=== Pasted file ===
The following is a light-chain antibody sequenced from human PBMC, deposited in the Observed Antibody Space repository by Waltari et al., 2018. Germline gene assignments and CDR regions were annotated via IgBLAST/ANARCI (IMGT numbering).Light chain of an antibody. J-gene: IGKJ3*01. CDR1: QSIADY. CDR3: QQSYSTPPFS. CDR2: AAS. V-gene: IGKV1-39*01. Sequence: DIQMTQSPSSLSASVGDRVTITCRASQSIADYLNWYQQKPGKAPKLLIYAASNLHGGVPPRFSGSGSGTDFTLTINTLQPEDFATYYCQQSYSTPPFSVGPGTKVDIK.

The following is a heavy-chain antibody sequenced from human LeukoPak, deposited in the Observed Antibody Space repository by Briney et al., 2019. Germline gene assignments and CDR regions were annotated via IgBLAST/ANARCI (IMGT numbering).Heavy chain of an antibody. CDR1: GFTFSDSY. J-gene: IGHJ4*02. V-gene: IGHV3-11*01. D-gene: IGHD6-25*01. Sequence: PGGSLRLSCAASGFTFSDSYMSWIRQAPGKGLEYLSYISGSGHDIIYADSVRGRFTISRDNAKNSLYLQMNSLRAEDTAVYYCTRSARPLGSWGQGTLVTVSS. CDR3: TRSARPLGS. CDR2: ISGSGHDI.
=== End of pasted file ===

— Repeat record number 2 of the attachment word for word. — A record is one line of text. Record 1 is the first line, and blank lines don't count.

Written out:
The following is a heavy-chain antibody sequenced from human LeukoPak, deposited in the Observed Antibody Space repository by Briney et al., 2019. Germline gene assignments and CDR regions were annotated via IgBLAST/ANARCI (IMGT numbering).Heavy chain of an antibody. CDR1: GFTFSDSY. J-gene: IGHJ4*02. V-gene: IGHV3-11*01. D-gene: IGHD6-25*01. Sequence: PGGSLRLSCAASGFTFSDSYMSWIRQAPGKGLEYLSYISGSGHDIIYADSVRGRFTISRDNAKNSLYLQMNSLRAEDTAVYYCTRSARPLGSWGQGTLVTVSS. CDR3: TRSARPLGS. CDR2: ISGSGHDI.